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Old 02-15-2005, 01:49 AM   #1
salviadud
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Question how do i access my swap partition?, slackware 10.0


I remember i formatted with cfdisk and i created a primary partition with has the boot and everything, about 2.6 gigs. and the rest 1.4 gigs are missing!

i have hd1 as root
and hd5 as swap.

but, i have not the least clue of how to access all that free space.

do i run cfdisk and let hd1 become 1 with hd5, or what the heck?

im really lost, and that amount of disk space is very needed, i only got a 4 gig drive.

please help.
 
Old 02-15-2005, 02:20 AM   #2
overlord73
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if I understand u correct ur primary partition includes the filesystem ~ 2.6GB
ur swap-partition (extended) is 1.4GB ??

..if u use a swap-partition u canīt access/"use" it from ur system!...itīs for swapping
 
Old 02-15-2005, 02:35 AM   #3
salviadud
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errrrrrrrrrrrr. i feel kinda dumb. i really didn't know what a swap was for. it just sounded kinda "linux" in my newbie state of mind

what should i do? i want my 1.4 gigs
 
Old 02-15-2005, 02:56 AM   #4
overlord73
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remove the swap-partition. if u have enough ram there should be no prob.
otherwise ur sys-performance slows down and ur hdd access increases
 
Old 02-15-2005, 02:58 AM   #5
syg00
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Such a small disk implies a small system - how much memory do you have ?.
I'm sure you could reduce the swap size and use the excess space as you wish.

Linux will run without a swap. Don't take this as an invitation to do so.
But you can for a short while to resize the swap partition from a rescue disk.

Pretty easy to do, but as I've never used Slack, others more knowledgable will have to explain how in your case.
 
Old 02-15-2005, 08:50 AM   #6
knl
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The easiest way to fix your swap problem is to become root and use you favorite editor to comment out the swap line in your /etc/fstab file with a # mark this will ensure when you reboot that swap dose'nt mount.

Example
#/dev/hda5 none swap sw

After you reboot use cfdisk to delete the old swap partition. You will probably want to create a new but smaller swap partition. Usually a good rule of thumb is to keep swap space double the amount of ram you have. 128mb ram = 256mb swap space. Use whatever space is left over to create your new partition don't worry about mounting the partitions yet. Save changes and exit cfdisk. It is a good idea to reboot after creating new partitions.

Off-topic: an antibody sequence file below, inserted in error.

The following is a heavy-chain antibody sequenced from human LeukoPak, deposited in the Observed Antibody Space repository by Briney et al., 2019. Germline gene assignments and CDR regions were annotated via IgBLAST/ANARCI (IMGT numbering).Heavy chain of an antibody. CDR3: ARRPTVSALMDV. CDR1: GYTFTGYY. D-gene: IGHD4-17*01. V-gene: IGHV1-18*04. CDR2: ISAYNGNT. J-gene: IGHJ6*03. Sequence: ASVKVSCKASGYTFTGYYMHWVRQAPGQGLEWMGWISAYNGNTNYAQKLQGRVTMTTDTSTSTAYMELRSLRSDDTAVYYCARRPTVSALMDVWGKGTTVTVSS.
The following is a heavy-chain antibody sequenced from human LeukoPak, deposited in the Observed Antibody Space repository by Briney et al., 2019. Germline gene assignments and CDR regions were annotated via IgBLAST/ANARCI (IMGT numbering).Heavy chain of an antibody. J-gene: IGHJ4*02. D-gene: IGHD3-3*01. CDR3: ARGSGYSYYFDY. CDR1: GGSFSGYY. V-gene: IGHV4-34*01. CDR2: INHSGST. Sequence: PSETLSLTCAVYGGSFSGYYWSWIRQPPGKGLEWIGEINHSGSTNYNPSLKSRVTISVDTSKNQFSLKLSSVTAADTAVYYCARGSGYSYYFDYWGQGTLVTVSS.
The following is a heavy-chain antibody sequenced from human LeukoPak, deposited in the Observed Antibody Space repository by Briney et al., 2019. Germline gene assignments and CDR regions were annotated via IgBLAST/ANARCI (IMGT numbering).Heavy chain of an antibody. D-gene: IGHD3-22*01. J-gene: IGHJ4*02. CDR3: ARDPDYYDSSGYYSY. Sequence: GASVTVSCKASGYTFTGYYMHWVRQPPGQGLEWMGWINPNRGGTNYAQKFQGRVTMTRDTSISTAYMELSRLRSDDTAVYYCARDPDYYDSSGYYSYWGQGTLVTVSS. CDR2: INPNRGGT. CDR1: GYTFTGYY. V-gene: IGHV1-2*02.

After you reboot issue the command cat /etc/fstab output example below.

# /etc/fstab: static file system information.
#
# <file system> <mount point> <type> <options> <dump> <pass>
proc /proc proc defaults 0 0
/dev/hda1 / ext3 defaults,errors=remount-ro 0 1
/dev/hda5 none swap sw 0 0
/dev/hdb /media/cdrom0 udf,iso9660 ro,user,noauto 0 0


And issue the command fdisk -l make sure you are root.

Device Boot Start End Blocks Id System
/dev/hda1 * 1 115287 58104616+ 83 Linux
/dev/hda2 115288 116280 500472 f W95 Ext'd (LBA)
/dev/hda5 115288 116280 500440+ 82 Linux swap

The reason you need the output from the command is to compare the two. Any entries that are not in /etc/fstab that show up after fdisk -l command will need to be added to etc fstab. Your swap space will be easy just uncomment your swap line and insert the new /dev/name that applies.

The next decision will be to decide where you want to mount your freed up partition it will be the only device name not present in /etc/fstab. Create a new folder wherever you want you want to mount your new partition.

Example mkdir /storage

Then add a line to /etc/fstab to match.

Example
/dev/? /storage ext3 defaults 0 0

After this is complete you must format the partitions

Swap partition
mkswap /dev/?

Storage partition
mke2fs -j /dev/?

Activate partitions.
swapon
mount /storage

Or just reboot and partitons will activate automatically.
 
  


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